The new regulation strengthens existing rights, creates new ones and provides individuals with more control over their personal data through:
An expanded right to erasure (“right to be forgotten”)
Where an individual wishes that his or her personal data shall no longer be processed, and where there are no legitimate grounds for further processing, the data must be erased. For instance, this enables an individual to request the erasure of data collected or published via social media during his or her childhood.
Easier access for individuals to their personal data
Individuals will obtain more information about the way in which their personal data is being processed. This information also has to be provided in a clear and comprehensible way.
A right to data portability
It will become easier for individuals to transfer personal data between service providers, for instance from one social media platform to another.
More information for data subjects on what happens with their data once it’s shared
Individuals will need to be informed about applicable data protection policies in clear and simple terms. This information can be given through standardized icons.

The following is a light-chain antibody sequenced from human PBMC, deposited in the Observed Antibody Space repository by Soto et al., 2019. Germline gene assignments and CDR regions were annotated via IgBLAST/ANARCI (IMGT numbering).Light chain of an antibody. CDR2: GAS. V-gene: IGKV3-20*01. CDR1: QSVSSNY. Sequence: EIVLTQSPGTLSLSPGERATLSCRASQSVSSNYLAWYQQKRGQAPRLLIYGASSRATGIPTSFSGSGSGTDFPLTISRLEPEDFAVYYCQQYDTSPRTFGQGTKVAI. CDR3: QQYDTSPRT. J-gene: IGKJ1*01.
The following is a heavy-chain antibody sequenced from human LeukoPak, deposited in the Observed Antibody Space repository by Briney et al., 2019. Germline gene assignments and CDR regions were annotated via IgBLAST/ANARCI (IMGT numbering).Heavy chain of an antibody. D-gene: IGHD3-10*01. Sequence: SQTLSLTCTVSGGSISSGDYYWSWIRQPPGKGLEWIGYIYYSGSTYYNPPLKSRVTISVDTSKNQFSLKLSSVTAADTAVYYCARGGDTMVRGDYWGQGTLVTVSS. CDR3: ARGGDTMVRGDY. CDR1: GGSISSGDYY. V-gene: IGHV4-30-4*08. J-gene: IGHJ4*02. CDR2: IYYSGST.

The necessity to receive explicit consent
Rules on authorizing data controllers to process personal data have been clarified, in particular with regard to the obligation to receive explicit consent from all concerned data subjects.
The right for individuals to be informed when their data has been illegally accessed
Companies and public organisations will be obliged to swiftly report known data breaches or leakages to the relevant national data protection authority as well as to affected data subjects. This will enable data subjects to take appropriate security precautions.
Better protection of young people
If a person below the age of 16 wishes to use an online service, the service provider will need to assure that parental consent was given. Member states can lower the age required for parental consent, but not below 13 years old.